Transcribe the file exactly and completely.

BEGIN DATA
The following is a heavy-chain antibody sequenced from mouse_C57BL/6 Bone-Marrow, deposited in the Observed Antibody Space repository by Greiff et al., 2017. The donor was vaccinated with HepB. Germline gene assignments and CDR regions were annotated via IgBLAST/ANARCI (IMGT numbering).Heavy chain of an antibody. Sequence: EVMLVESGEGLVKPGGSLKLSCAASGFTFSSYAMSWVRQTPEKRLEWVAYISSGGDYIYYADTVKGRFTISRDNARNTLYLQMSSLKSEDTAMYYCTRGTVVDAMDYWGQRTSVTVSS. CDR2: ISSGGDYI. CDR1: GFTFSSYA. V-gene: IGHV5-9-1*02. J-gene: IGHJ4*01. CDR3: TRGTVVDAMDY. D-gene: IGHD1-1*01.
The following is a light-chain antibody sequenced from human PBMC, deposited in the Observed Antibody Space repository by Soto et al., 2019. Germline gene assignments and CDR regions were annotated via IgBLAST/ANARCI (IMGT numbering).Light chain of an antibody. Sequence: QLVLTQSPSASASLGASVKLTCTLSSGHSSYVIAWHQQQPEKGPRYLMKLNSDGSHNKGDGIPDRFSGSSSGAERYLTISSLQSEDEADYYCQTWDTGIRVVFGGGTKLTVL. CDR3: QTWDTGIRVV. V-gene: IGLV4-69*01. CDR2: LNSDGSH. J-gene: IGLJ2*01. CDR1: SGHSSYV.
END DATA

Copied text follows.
The following is a heavy-chain antibody sequenced from mouse_C57BL/6 Bone-Marrow, deposited in the Observed Antibody Space repository by Greiff et al., 2017. The donor was vaccinated with HepB. Germline gene assignments and CDR regions were annotated via IgBLAST/ANARCI (IMGT numbering).Heavy chain of an antibody. Sequence: EVMLVESGEGLVKPGGSLKLSCAASGFTFSSYAMSWVRQTPEKRLEWVAYISSGGDYIYYADTVKGRFTISRDNARNTLYLQMSSLKSEDTAMYYCTRGTVVDAMDYWGQRTSVTVSS. CDR2: ISSGGDYI. CDR1: GFTFSSYA. V-gene: IGHV5-9-1*02. J-gene: IGHJ4*01. CDR3: TRGTVVDAMDY. D-gene: IGHD1-1*01.
The following is a light-chain antibody sequenced from human PBMC, deposited in the Observed Antibody Space repository by Soto et al., 2019. Germline gene assignments and CDR regions were annotated via IgBLAST/ANARCI (IMGT numbering).Light chain of an antibody. Sequence: QLVLTQSPSASASLGASVKLTCTLSSGHSSYVIAWHQQQPEKGPRYLMKLNSDGSHNKGDGIPDRFSGSSSGAERYLTISSLQSEDEADYYCQTWDTGIRVVFGGGTKLTVL. CDR3: QTWDTGIRVV. V-gene: IGLV4-69*01. CDR2: LNSDGSH. J-gene: IGLJ2*01. CDR1: SGHSSYV.